10. E-commerce platform Shopify is already tackling the world’s newest form of currency. Today, the company announced that it now supports Bitcoin payment through Bitpay on checkout for stores using the platform. The feature isn’t quite ready to be rolled out for all yet; it was pulled briefly after launch for further testing, but the company says it should be back in “a few days.” Those interested in accepting Bitcoin on their Shopify stores can email [email protected] with their Shopify URL to get the new service added to their account once it’s back. Source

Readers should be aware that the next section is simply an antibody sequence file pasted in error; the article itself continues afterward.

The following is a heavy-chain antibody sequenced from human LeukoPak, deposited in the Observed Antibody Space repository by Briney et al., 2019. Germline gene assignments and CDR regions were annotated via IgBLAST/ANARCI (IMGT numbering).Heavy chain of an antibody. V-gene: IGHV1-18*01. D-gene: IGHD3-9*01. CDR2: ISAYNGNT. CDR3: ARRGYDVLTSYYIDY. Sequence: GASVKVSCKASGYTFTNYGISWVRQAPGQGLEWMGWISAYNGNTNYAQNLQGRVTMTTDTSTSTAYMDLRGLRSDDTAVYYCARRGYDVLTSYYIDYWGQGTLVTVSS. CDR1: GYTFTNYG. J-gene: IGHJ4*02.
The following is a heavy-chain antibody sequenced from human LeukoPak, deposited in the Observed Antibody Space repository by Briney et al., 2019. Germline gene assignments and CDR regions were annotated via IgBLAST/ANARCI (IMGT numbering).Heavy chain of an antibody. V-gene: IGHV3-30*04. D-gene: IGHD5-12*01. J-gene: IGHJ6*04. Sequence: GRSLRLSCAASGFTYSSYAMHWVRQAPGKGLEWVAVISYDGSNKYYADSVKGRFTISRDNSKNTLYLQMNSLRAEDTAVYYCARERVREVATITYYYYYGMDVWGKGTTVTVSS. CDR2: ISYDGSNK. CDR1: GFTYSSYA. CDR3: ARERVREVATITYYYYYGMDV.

11. Johannes Ullrich of the SANS Institute claims to have found malware infecting digital video recorders (DVR) predominately used to record footage captured by surveillance camera systems. Oddly enough, Ullrich claims that one of the two binaries of malware implicated in this attack scheme appears to be a Bitcoin miner. The other, he says, looks like a HTTP agent that likely makes it easier to download further tools or malware. However, at the present time, the malware seems to only be scanning for other vulnerable devices. “D72BNr, the bitcoin miner (according to the usage info based on strings) and mzkk8g, which looks like a simplar(sp.) http agent, maybe to download additional tools easily (similar to curl/wget which isn’t installed on this DVR by default),” Ullrich wrote on SANS diary. The researcher first became aware of the malware last week after he observed Hiksvision DVR (again, commonly used to record video surveillance footage) scanning for port 5000. Yesterday, Ullrich was able to recover the malware samples referenced above. You can find a link to the samples for yourself included in the SANS Diary posting. Ullrich noted that sample analysis is ongoing with the malware, but that it appears to be an ARM binary, which is an indication that the malware is targeting devices rather than your typical x86 Linux server. Beyond that, the malware is also scanning for Synology (network attached storage) devices exposed on port 5000. “Using our DShield Sensors, we initially found a spike in scans for port 5000 a while ago,” Ullrich told Threatpost via email. “We associated this with a vulnerability in Synology Diskstation devices which became public around the same time. To further investigate this, we set up some honeypots that simulated Synology’s web admin interface which listens on port 500o.” Upon analyzing the results from the honeypot, Ullrich says he found a number of scans: some originating from Shodan but many other still originating from these DVRs. “At first, we were not sure if that was the actual device scanning,” Ullrich admitted. “In NAT (network address translation) scenarios, it is possible that the DVR is visible from the outside, while a different device behind the same IP address originated the scans.” Further examination revealed that the DVRs in question were indeed originating the scans. These particular DVRs, Ullrich noted, are used in conjunction with security cameras, and so they’re often exposed to the internet to give employees the ability to monitor the security cameras remotely. Unlike normal “TiVo” style DVRs, these run on a stripped down version of Linux. In this case, the malware was specifically compiled to run in this environment and would not run on a normal Intel based Linux machine, he explained. This is the Malware sample’s HTTP request: DVR Malware HTTP Request The malware is also extracting the firmware version details of the devices it is scanning for. Those requests look like this: Firmware Scan Request While Ullrich notes that the malware is merely scanning now, he believes that future exploits are likely. Source